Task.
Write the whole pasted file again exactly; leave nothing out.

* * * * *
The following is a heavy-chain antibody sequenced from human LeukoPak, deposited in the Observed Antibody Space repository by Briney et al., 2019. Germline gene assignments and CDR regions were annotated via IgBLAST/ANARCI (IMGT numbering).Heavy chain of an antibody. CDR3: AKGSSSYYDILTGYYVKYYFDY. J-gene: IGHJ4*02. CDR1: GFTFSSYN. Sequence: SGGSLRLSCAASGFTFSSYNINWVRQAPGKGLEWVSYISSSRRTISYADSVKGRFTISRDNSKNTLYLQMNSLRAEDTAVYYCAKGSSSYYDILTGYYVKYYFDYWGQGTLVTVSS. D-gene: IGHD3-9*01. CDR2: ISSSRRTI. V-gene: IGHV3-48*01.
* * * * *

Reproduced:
The following is a heavy-chain antibody sequenced from human LeukoPak, deposited in the Observed Antibody Space repository by Briney et al., 2019. Germline gene assignments and CDR regions were annotated via IgBLAST/ANARCI (IMGT numbering).Heavy chain of an antibody. CDR3: AKGSSSYYDILTGYYVKYYFDY. J-gene: IGHJ4*02. CDR1: GFTFSSYN. Sequence: SGGSLRLSCAASGFTFSSYNINWVRQAPGKGLEWVSYISSSRRTISYADSVKGRFTISRDNSKNTLYLQMNSLRAEDTAVYYCAKGSSSYYDILTGYYVKYYFDYWGQGTLVTVSS. D-gene: IGHD3-9*01. CDR2: ISSSRRTI. V-gene: IGHV3-48*01.